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Updated: Oct 17, 2022

Snoring is the stuff of legends, comedic legends, especially those that can mimic the infinite variety of snoring sounds. In some cultures, snoring is even considered normal. However, scientific data suggests that it is not innocuous but can have health hazards as well. Besides causing disruption in the partner's sleep and friction in otherwise happy couples, snoring may be a harbinger of obstructive sleep apnea.


Snoring is an audible vibratory sound emanating predominantly from the throat and sometimes the nose. During sleep, especially in the supine position or when we are laying on our backs, the tongue and the soft palate lose their muscle tone and become a lot more relaxed. Due to the force of gravity and the negative pressure created during inspiration, the back of the tongue (also called the tongue base), the tonsils, and the soft palate especially the uvula, vibrate against the back wall of the throat producing sound.

In individuals that have more fatty tissue in the neck, big tonsils, or a neck circumference greater than 16 inches and a BMI of greater than 35, the risk of snoring and obstructive sleep apnea is much higher. Snoring is worse in individuals that have a stuffy nose from sinusitis, allergies, deviation of the septum. Enlargement of inferior turbinates or the lower shelves of bone in the nose from weather changes, allergies, rhinitis, chemical fumes causes nasal obstruction and may be responsible for much of the snoring as well. Nasal steroid sprays can improve this congestion.


There is some data that snoring itself could cause heart issues over time but the most important reason for getting a workup done for snoring is to make sure that obstructive sleep apnea (OSA) is not present. Obstructive sleep apnea is when the individual stops breathing more than 5 times/hour at night due to blockage in the throat area and then wakes up gasping or gasps at the end of the stoppage in breathing.

OSA, especially moderate to severe sleep apnea, is a huge health concern because it increases the risk of heart disease, diabetes, hypertension, sudden death, and stroke by as much as 5-7 times normal. Not only that, the lack of sleep associated with loud snoring and sleep apnea, results in daytime sleepiness and fatigue increases the risk of accidents either at work or during driving.


Have snoring problems and need relief NOW? Same day and next day appointments available! Call (832) 990-2700 or click here to request an appointment online.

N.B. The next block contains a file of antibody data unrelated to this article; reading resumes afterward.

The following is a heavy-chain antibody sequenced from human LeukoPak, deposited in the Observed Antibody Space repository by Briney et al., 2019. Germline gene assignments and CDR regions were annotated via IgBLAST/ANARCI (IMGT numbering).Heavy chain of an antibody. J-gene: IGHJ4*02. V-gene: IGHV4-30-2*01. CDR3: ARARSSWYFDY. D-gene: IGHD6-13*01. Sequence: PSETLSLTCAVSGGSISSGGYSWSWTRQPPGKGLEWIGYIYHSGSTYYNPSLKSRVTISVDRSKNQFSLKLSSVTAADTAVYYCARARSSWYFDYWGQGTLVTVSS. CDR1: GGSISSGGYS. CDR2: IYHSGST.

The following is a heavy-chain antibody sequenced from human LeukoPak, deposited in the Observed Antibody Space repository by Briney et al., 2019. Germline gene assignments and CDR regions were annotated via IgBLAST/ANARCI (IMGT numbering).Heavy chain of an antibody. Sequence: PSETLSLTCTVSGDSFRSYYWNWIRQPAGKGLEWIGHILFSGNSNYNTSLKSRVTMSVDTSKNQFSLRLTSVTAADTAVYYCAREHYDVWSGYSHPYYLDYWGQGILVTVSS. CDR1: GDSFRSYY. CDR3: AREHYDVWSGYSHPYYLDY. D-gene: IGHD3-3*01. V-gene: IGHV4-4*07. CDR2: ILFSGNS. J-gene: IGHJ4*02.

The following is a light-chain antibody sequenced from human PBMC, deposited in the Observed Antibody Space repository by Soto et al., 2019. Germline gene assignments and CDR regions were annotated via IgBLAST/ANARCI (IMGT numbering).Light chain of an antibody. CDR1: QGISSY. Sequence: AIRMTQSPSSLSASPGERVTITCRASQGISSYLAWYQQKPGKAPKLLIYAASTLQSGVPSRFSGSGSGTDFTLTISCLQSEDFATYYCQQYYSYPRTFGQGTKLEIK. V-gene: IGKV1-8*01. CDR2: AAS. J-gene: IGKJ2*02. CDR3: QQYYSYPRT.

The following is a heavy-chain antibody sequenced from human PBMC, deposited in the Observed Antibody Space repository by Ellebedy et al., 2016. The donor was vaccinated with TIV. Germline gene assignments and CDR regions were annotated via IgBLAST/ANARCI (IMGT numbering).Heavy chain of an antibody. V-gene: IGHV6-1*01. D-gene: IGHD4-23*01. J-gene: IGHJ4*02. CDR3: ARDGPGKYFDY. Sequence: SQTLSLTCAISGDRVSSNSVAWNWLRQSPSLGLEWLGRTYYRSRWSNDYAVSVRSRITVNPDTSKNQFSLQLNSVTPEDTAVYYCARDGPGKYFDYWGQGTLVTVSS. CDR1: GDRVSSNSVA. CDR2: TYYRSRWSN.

An appointment with Dr. Khetarpal is to see a doctor, not a nurse.



A sleep study is necessary to rule out sleep apnea and once sleep apnea is ruled out, the following snoring remedies or procedures may be of benefit. Of course, allergy management is important and testing with immunotherapy may be necessary if there is associated allergic rhinitis. The in-office procedures include nasal valve surgery, septal deviation correction, reduction in the size of the turbinates, soft palate procedures, and removing a small part of the uvula or radiofrequency treatment of the soft palate or the tongue to stiffen them and reduce vibrations, and oral appliance therapy among others. With today’s technology, there is no reason to delay treatment of snoring. Texas Sinus, Allergy, Snoring and Sleep Institute was developed to offer a variety of state-of-the-art options to improve your snoring and address your allergy, sinus and sleep apnea concerns.


Dr. Khetarpal


Dr. Umang Khetarpal finished his medical school at the young age of 22 and is trained in Otolaryngology-Head and Neck and Facial Plastic Surgery. He completed his internship and specialty residency training in Syracuse, New York. He also has extensive research experience and additional clinical experience through fellowships at Massachusetts Eye and Ear Infirmary and Brigham and Women’s Hospital, Harvard Medical School in Boston. He has co-authored book chapters and many publications in peer-reviewed journals within the specialty. He has presented at major specialty society meetings and at academic institutions. Topics of his research included hearing loss and balance disorders, sinus problems, and sleep apnea. His recent research efforts have been entirely focused on sinusitis, especially recurrent acute rhinosinusitis, allergies and in-office balloon sinuplasty, and in-office sinus surgery. He has recently presented five papers at the International meeting of Rhinology in Chicago, in June 2019. He discovered and was the first to describe a novel ear disease in families that resulted in balance and hearing problems. His most innovative research was in the cutting-edge field of genetics in Otolaryngology where he was involved in finding the genetic defects for several different diseases. In addition, he has taken time to observe the surgical techniques of some of the world’s most renowned surgeons in plastics surgery. He had been featured 3 times over the years in newspapers in the Rio Grande Valley for introducing the latest treatments in thyroid cancer, sleep apnea, and sinus surgery locally. His current interest is in molecular genetics of allergic rhinitis and chronic sinusitis with and without polyps and in finding better cures for these conditions. He now calls Houston his home and is starting his practice in the Woodlands.

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